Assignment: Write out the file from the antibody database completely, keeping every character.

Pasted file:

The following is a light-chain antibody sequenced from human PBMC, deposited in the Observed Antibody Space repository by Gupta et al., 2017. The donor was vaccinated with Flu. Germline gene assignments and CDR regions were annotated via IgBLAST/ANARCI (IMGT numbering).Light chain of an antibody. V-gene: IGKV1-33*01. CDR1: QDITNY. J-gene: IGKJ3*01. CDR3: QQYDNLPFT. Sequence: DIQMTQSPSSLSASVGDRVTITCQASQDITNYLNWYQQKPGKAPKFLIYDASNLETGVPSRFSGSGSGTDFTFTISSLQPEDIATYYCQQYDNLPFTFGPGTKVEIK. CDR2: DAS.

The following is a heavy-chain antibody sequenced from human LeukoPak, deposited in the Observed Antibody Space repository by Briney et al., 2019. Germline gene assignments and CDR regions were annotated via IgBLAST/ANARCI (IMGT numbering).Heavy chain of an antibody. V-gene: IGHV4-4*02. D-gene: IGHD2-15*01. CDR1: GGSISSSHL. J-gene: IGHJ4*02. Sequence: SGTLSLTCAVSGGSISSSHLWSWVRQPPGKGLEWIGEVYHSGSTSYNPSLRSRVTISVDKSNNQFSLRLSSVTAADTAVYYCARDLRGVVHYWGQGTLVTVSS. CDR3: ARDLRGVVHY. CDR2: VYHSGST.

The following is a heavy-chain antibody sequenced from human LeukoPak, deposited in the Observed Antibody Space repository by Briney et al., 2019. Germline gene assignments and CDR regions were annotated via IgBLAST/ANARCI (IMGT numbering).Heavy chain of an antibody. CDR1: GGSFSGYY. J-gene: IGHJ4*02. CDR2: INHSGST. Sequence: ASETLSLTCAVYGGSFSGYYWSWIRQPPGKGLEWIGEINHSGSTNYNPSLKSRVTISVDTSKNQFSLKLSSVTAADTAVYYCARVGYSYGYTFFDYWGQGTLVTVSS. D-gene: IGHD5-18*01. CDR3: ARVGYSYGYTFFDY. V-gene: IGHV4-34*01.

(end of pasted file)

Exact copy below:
The following is a light-chain antibody sequenced from human PBMC, deposited in the Observed Antibody Space repository by Gupta et al., 2017. The donor was vaccinated with Flu. Germline gene assignments and CDR regions were annotated via IgBLAST/ANARCI (IMGT numbering).Light chain of an antibody. V-gene: IGKV1-33*01. CDR1: QDITNY. J-gene: IGKJ3*01. CDR3: QQYDNLPFT. Sequence: DIQMTQSPSSLSASVGDRVTITCQASQDITNYLNWYQQKPGKAPKFLIYDASNLETGVPSRFSGSGSGTDFTFTISSLQPEDIATYYCQQYDNLPFTFGPGTKVEIK. CDR2: DAS.

The following is a heavy-chain antibody sequenced from human LeukoPak, deposited in the Observed Antibody Space repository by Briney et al., 2019. Germline gene assignments and CDR regions were annotated via IgBLAST/ANARCI (IMGT numbering).Heavy chain of an antibody. V-gene: IGHV4-4*02. D-gene: IGHD2-15*01. CDR1: GGSISSSHL. J-gene: IGHJ4*02. Sequence: SGTLSLTCAVSGGSISSSHLWSWVRQPPGKGLEWIGEVYHSGSTSYNPSLRSRVTISVDKSNNQFSLRLSSVTAADTAVYYCARDLRGVVHYWGQGTLVTVSS. CDR3: ARDLRGVVHY. CDR2: VYHSGST.

The following is a heavy-chain antibody sequenced from human LeukoPak, deposited in the Observed Antibody Space repository by Briney et al., 2019. Germline gene assignments and CDR regions were annotated via IgBLAST/ANARCI (IMGT numbering).Heavy chain of an antibody. CDR1: GGSFSGYY. J-gene: IGHJ4*02. CDR2: INHSGST. Sequence: ASETLSLTCAVYGGSFSGYYWSWIRQPPGKGLEWIGEINHSGSTNYNPSLKSRVTISVDTSKNQFSLKLSSVTAADTAVYYCARVGYSYGYTFFDYWGQGTLVTVSS. D-gene: IGHD5-18*01. CDR3: ARVGYSYGYTFFDY. V-gene: IGHV4-34*01.